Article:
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Alfred Hitchcock
Edmund Gwenn, John Forsythe, Shirley MacLaine, Mildred Natwick, Mildred Dunnock, Jerry Mathers
Writing Credits:
John Michael Hayes, Jack Trevor Story (novel)

A comedy about a corpse.

Academy Award winner Edmund Gwenn, John Forsythe, Mildred Natwick and Jerry Mathers star in this charming comedy mystery. The Trouble with Harry is that he's dead, and while no one really minds, everyone feels responsible. Academy Award winner Shirley MacLaine makes her screen debut in this New England romp that includes romance, humor and several unearthings of the corpse. In The Trouble with Harry, the Master of Suspense, Alfred Hitchcock, proves the range of his genius with a decidedly different work.

Box Office:
$1.2 million.

Rated PG

Widescreen 1.85:1/16X9
English Monaural
Spanish Monaural
Supplements Subtitles:

Runtime: 99 min.
Price: $19.98
Release Date: 6/20/06

• “The Trouble With Harry Isn’t Over” Documentary
• Production Photographs
• Production Notes
• Trailer


Panasonic 50" TH-50PZ77U 1080p Plasma Monitor; Sony STR-DG1200 7.1 Channel Receiver; Panasonic DMP-BD60K Blu-Ray Player using HDMI outputs; Michael Green Revolution Cinema 6i Speakers (all five); Kenwood 1050SW 150-watt Subwoofer.


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The Trouble With Harry (1955)

Reviewed by Colin Jacobson (August 19, 2009)

While the work of Alfred Hitchcock usually displayed his droll, dark sense of humor, 1955’s The Trouble With Harry offered a more overt entry in the “black comedy” genre. Harry starts with a death, as apparently Captain Albert Wiles (Edmund Gwenn) accidentally shoots Harry Worp (Philip Truex) during a hunting outing. He plans to simply hide the corpse and not notify anyone, but a variety of locals find the body before he can do so, and that makes it impossible for Wiles to neatly dispose of Harry.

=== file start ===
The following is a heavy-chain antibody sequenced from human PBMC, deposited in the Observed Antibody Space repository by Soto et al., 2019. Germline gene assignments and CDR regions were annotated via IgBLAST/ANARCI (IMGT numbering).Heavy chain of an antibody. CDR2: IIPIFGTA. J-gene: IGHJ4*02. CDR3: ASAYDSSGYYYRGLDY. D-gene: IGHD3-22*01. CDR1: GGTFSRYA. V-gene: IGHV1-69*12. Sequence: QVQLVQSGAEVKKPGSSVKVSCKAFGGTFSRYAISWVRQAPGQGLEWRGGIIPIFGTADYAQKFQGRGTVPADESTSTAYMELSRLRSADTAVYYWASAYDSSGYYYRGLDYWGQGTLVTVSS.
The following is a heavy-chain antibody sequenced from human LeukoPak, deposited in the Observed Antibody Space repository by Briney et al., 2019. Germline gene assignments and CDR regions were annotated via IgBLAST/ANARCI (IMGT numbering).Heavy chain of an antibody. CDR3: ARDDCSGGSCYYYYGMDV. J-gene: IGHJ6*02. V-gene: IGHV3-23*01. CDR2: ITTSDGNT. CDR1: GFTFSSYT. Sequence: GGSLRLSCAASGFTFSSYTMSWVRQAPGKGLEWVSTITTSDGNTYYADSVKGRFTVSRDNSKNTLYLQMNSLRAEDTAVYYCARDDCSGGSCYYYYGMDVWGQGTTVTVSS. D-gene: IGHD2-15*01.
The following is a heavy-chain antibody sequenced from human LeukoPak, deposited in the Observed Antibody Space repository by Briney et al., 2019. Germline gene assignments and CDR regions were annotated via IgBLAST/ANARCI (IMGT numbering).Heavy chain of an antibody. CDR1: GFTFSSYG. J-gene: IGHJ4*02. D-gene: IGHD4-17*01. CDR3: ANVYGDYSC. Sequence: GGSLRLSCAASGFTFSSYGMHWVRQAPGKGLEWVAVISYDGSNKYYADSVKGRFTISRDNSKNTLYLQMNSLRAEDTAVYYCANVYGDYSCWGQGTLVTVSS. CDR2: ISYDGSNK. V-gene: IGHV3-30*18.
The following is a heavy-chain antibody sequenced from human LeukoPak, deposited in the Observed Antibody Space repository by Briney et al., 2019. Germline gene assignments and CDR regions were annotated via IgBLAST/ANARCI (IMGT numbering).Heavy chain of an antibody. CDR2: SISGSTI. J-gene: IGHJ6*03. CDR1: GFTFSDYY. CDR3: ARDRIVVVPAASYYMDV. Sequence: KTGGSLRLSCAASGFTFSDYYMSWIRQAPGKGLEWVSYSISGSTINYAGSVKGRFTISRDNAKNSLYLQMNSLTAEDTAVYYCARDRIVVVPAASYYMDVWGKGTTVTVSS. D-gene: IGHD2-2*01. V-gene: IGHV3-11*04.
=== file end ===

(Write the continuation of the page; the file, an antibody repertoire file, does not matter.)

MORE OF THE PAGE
Oddly, none of these folks seem too upset about the departed. Some – like Jennifer Rogers (Shirley MacLaine) exhibit outright happiness about his death, while others remain simply unconcerned. Struggling artist Sam Marlow (John Forsythe) uses Harry as a model, while aging spinster Ivy Gravely (Mildred Natwick) uses her discover of Captain Wiles’ deed as an excuse to invite him over for a snack. Inevitably, complications arise, primarily connected to the cause of Harry’s death. Did he die due to Captain Wiles’ gun or did something else occur? The film explores that path along with connected issues.